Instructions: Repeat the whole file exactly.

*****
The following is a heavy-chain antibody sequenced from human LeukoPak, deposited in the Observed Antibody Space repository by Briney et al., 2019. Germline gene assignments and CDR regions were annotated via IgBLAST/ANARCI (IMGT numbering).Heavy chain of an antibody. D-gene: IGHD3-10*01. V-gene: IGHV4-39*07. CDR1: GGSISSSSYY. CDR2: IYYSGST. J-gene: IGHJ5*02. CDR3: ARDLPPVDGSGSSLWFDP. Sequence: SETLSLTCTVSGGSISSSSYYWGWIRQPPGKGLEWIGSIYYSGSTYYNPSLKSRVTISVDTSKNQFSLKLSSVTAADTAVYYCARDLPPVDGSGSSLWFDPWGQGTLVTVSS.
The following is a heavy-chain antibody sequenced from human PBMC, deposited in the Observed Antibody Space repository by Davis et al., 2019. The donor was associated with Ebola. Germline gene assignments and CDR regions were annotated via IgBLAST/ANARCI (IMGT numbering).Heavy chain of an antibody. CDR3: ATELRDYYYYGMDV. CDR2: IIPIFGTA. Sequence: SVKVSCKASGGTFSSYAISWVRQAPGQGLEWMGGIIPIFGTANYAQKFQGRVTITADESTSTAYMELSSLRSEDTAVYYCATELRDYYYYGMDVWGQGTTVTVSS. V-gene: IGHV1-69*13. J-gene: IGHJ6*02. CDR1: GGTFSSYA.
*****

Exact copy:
The following is a heavy-chain antibody sequenced from human LeukoPak, deposited in the Observed Antibody Space repository by Briney et al., 2019. Germline gene assignments and CDR regions were annotated via IgBLAST/ANARCI (IMGT numbering).Heavy chain of an antibody. D-gene: IGHD3-10*01. V-gene: IGHV4-39*07. CDR1: GGSISSSSYY. CDR2: IYYSGST. J-gene: IGHJ5*02. CDR3: ARDLPPVDGSGSSLWFDP. Sequence: SETLSLTCTVSGGSISSSSYYWGWIRQPPGKGLEWIGSIYYSGSTYYNPSLKSRVTISVDTSKNQFSLKLSSVTAADTAVYYCARDLPPVDGSGSSLWFDPWGQGTLVTVSS.
The following is a heavy-chain antibody sequenced from human PBMC, deposited in the Observed Antibody Space repository by Davis et al., 2019. The donor was associated with Ebola. Germline gene assignments and CDR regions were annotated via IgBLAST/ANARCI (IMGT numbering).Heavy chain of an antibody. CDR3: ATELRDYYYYGMDV. CDR2: IIPIFGTA. Sequence: SVKVSCKASGGTFSSYAISWVRQAPGQGLEWMGGIIPIFGTANYAQKFQGRVTITADESTSTAYMELSSLRSEDTAVYYCATELRDYYYYGMDVWGQGTTVTVSS. V-gene: IGHV1-69*13. J-gene: IGHJ6*02. CDR1: GGTFSSYA.